Saturday, December 31, 2005
Friday, December 30, 2005
I drew the above distribution map for Columella columella alticola based on several sources (see graphic), including my own research. The open circles are Pleistocene fossils and the dark dots are modern sites where they are found. The species name indicates it's simlilarity to the European species C. alticola. So how does a snail so similar to its European cousin get across North America? Aydin at Snail's Tales discussed the distribution of another holarctic land snail. One of his suggestions for distribution on two continents was via plate tectonics. Personally, I think genetic drift would have resulted in greater phenotypic difference over the 200 million years since Europe and North America were last next door neighbors.
Columella columella alticola and snail eggs as Pleistocene fossils from the midwest.
If not tectonics, then what? Looking at the distribution, I wonder if many species of snail took advantage (if I may anthropomorphize a little) of the Bering land bridge. Given that there are several species that share this holarctic distribution (eg: Z. harpa, C. columella, P. muscorum). So, how do they do it? Birds, wind, large mammals? And how might one differentiate between distrubution via tectonics versus land bridges? DNA studies for one, but the other would be better time control on fossil distribution. A project too grand in scope for my own dissertation, but perhaps there are some paleontologists who have already started on this project?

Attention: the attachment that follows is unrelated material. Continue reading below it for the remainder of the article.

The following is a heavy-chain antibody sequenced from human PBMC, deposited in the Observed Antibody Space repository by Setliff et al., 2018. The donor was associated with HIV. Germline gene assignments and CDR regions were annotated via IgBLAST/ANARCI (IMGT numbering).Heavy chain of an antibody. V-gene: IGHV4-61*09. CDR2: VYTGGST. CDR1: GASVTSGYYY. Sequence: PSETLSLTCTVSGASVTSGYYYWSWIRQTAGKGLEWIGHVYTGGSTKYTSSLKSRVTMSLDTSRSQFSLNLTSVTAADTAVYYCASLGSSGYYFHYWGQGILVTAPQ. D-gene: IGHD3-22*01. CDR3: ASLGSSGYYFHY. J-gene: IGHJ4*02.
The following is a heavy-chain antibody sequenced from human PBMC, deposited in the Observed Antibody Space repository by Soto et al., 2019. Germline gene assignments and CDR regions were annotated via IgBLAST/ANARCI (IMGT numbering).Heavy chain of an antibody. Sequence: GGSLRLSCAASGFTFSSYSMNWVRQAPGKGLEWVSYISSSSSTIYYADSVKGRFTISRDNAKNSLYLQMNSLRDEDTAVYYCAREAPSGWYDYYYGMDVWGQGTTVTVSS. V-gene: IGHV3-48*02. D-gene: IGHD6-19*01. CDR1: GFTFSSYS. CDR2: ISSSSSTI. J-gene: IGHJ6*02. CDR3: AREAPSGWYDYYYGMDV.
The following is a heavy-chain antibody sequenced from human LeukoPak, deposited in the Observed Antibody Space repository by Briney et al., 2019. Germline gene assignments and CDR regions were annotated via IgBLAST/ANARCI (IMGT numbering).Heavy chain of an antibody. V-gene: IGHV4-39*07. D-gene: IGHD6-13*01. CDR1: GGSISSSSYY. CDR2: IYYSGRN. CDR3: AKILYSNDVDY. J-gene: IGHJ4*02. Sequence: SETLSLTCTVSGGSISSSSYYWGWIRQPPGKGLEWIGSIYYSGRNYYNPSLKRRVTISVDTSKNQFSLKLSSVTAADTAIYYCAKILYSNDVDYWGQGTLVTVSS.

Food for thought on the penultimate day of 2005...
Friday, December 09, 2005
I have been wondering about snail dispersal - do they really get caught up with large mammals and birds? I'd be interested in doing a country-wide study next hunting season: taking a flea comb and looking for snails caught in the fur of deer taken during hunting season. Anyone else interested in looking for snails caught up in megafauna?
Thursday, December 08, 2005
Sunday, December 04, 2005
Last year my wife and I took a trip to Rocky Mountain National Park. Normally, one might go to a beautiful spot like RMNP and not take their camera out until they get within the park. But, this little campground just south of Estes Park provided me with the signature image of that trip. It's a Broad Winged Hummingbird female, waiting to get a shot at the nectar feeders set up near the camp check-in. Keep your camera handy - you never know when an image will come.